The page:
Long-awaited construction begins on Presidio International Bridge

Last week, construction began on the Presidio International Bridge. Photo courtesy of Brenda Silva Bentley.

PRESIDIO — Last week, Presidio County Judge Joe Portillo led a tour of the newly-active construction site on the Presidio International Bridge. Precincts 1 and 4 commissioners Brenda Silva Bentley and David Beebe tagged along to see crews hard at work finishing a project that has stalled on and off for five years.

In 2017, the Trump administration signed off on a project authorizing construction on the bridge — both countries planned to build a two-lane bridge parallel to the existing bridge in the hopes of cutting down on customs wait times and to expanding the bridge’s business potential. 

The Mexican government finished its half of the project in 2020 after a brief pause due to COVID — construction on the American side was also stalled during this time but never picked back up in earnest. Traffic on the bridge continued to grow during these years, but both cargo and private vehicles experienced significant, frustrating delays.

Local officials were then subjected to a confusing stream of conflicting information: first they were told that the delay was thanks to TxDOT, who owns the bridge. TxDOT representatives then told the city that they were waiting on Gov. Abbott’s office — then later pinned the blame on Mexican officials.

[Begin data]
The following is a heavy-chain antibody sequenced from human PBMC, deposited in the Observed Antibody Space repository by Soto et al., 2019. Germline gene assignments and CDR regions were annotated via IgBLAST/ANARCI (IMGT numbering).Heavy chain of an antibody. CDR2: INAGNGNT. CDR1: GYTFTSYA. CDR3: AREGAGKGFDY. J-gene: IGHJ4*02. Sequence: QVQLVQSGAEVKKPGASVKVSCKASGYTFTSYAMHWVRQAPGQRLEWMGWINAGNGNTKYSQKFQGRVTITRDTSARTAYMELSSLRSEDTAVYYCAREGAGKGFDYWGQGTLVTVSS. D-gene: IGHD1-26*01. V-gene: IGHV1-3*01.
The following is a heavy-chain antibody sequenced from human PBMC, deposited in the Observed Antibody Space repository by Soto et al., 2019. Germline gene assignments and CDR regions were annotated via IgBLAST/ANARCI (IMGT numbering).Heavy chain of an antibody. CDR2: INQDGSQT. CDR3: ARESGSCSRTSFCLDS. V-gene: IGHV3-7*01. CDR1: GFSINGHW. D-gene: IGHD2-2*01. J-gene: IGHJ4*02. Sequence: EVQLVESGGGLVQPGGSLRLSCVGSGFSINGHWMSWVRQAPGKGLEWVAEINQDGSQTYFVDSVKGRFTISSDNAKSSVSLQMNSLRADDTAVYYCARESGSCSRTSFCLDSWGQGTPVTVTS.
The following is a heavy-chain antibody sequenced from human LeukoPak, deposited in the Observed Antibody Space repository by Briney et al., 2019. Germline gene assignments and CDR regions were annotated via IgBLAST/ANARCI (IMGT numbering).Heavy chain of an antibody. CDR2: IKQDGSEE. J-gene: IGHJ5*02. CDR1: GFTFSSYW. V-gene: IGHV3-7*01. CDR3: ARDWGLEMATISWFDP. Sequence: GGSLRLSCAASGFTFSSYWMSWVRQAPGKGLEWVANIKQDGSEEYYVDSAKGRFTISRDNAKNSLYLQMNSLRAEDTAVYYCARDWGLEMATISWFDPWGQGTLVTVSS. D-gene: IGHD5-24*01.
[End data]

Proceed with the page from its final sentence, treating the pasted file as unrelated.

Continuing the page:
After a year and a half of promises that bridge construction would start within a few months, construction has actually begun. A crew from Earth Builders out of Hurst started staging materials a few weeks ago and began working in earnest last Monday, with an expected completion date of September 5.

Commissioner Brenda Silva Bentley — whose precinct includes a slice of Marfa, Shafter and Presidio — was excited to see that progress was being made. “It just feels good to know that they’re working on it again — it seems like it’s been going on forever,” she said. 

Earlier this month, County Judge Joe Portillo petitioned both Presidio City Council and Presidio County Commissioners Court about the idea of turning the new bridge into its own independent port authority — the Presidio-Ojinaga Bridge is the only international crossing owned by TxDOT. 

With more independence, Portillo hoped that the bridge could make its own money so that necessary improvements could be initiated in-house. “We have a lot of visitors and we welcome them, but they do have an impact,” Judge Portillo said at a Presidio City Council meeting on March 7. “It’s only fair for them to help us offset some of the costs so that everybody pays a fair share.” 

Bentley supported the proposal with a few caveats. The new port authority would have the ability to charge tolls — folks hoping to cross back into the United States pay a small toll, but no tolls are charged leaving the United States. “I don’t want to put people in a predicament where they can’t afford to go across and come back,” she said. 

Ultimately, the commissioners were hopeful that the re-initiated construction signaled a bright future for the bridge — a future where crossing between Presidio and Ojinaga was hassle-free. “I’d like to see it become a place that people like,” said Precinct 4 Commissioner David Beebe. “I’d like to see it where some days you don’t have to wait two or more hours to cross — there’s just no need for that.”